Dear supporters of Never Give Up!
I apologize for the long delay in this report. We have been very busy with the culmination of Min Yasui Tribute events on October 19 in Hood River and October 23 in Denver, and making a work-plan for the completion of Never Give Up! Minoru Yasui and the Fight for Justice. And the election results yesterday required a day of silence and reflection before resuming our work.
We celebrated Min Yasui’s 100th birthday in Hood River, Oregon starting on October 18 with the “Vision and Vigilance” program (reading of excerpts from the play Citizen Min, followed by roundtable discussion) organized by Chisao Hata; and on October 19, 2016 with the unveiling of the Legacy Stone at the Public Library in the afternoon, a no-host dinner at Celilo Restaurant located on the site of the old Yasui Brothers store, and the screening of Part One of Never Give Up! at the Columbia Center for the Arts in the evening. Many, many thanks to Maija Yasui who coordinated all the events; Rachael Solomon of the Public Library and Amanda Lawrence of the Sense of Place series which hosted the film.
About 75 people attended the Legacy Stone ceremony and viewed the Medal of Freedom and Minoru Yasui exhibit at the Hood River Public Library between 4-5 pm when the rain blessedly let up for the outdoor event.
Laurie Yasui reading an inscription on the Legacy Stone.
Closeup of the inscription
Over 150 people showed up for the screening of Part One of Never Give Up! – we had to turn away people at the door since the small theater space at the Columbia Center for the Arts was packed to capacity. We promised to bring the film back to Hood River when it is complete.
Holly also screened the Part One at the Minidoka Civil Liberties Symposium in Boise, Idaho on October 16; and at Arizona State University in Phoenix under the aegis of Arizona JACL on October 21. Thanks to Kristof Bihari of Boise State Univeristy and Donna Cheung, Catyana and Anthony Falsetti of Phoenix.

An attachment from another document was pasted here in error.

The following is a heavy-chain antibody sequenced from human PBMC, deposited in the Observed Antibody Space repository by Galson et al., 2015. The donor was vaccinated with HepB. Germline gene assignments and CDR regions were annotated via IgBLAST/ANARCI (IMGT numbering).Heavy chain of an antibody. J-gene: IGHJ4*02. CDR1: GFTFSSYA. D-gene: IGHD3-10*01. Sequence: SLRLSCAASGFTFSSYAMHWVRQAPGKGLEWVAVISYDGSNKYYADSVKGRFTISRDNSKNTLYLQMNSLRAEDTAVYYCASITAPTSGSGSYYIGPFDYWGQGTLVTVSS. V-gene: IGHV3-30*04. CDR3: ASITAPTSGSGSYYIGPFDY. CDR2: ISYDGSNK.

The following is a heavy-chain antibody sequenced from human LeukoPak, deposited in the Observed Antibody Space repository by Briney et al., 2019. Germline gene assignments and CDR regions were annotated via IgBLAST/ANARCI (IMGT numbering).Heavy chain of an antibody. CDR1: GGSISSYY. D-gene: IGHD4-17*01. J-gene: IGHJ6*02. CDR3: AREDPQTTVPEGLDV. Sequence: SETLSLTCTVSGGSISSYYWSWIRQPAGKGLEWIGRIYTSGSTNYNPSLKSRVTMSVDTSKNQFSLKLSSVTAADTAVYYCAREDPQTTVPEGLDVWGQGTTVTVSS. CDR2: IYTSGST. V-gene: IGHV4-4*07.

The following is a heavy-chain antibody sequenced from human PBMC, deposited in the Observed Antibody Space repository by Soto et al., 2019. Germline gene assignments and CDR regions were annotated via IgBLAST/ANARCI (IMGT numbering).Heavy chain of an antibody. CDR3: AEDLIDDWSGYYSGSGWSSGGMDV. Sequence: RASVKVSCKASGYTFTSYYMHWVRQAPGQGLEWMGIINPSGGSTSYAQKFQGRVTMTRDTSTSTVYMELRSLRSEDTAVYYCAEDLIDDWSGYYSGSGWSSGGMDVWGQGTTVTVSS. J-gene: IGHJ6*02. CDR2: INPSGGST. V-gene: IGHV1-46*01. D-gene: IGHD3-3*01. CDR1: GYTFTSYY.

FYI: we are now referring to Part One and Part Two of Never Give Up! since we are very close to finishing Part One and will have it completed by Min Yasui Day in Oregon (March 28, 2017) which is the 75th anniversary of his arrest for violation of curfew in Portland. Part One will be a 55-minute standalone film appropriate for broadcast and educational use. Starting in We will work on Part Two and educational outreach using Part One starting in June, 2017 after we hear back from a foundation to which we are applying for a major grant to complete the film, to make alternative versions for educational, broadcast and community organization use with study guide materials, and to promote and distribute it.
Part One portrays Min Yasui’s childhood and youth in Oregon and his wartime experiences, including his legal test case, solitary confinement, the Portland “Assembly Center” and Minidoka concentration camp, the loyalty questionnaire / draft resisters controversy. We plan to finalize the cut that we screened in October, record narration with George Takei in January and have the it scored by Shoji Kameda in for the March 28 screening(s).
Yasui family and friends, ca. 1939. Min is standing, third from the left.
Part Two will portray Min Yasui’s continuing defense of the human and civil rights and equal opportunities for all people in Denver, Colorado where he relocated after the war, his ongoing work with the Japanese American Citizens League (JACL), helping to found and participate in a myriad of diverse community organizations, his leadership role in the national redress movement and the reopening of his legal case. It will also include an epilogue on his legacy today.
Min Yasui addressing a diverse group of youth in the 1970s.
Thank you all for your ongoing support of the Minoru Yasui film project. We will send out an update when we have confirmed the day, time and place for the screening of Part One of Never Give Up! in honor of the second Minoru Yasui Day in Oregon and the 75th anniversary of his “walk for justice” from his law office to the Portland Police Headquarters where he initiated his legal test case against the discriminatory military curfew in 1942.
We are working on plans for screenings in Los Angeles and Denver in 2017 as well. If you are interested in screening Part One as a fund-raiser for Part Two, please let us know.
Given the new challenges we now face, it more important than ever to Never Give Up! the Fight for Justice …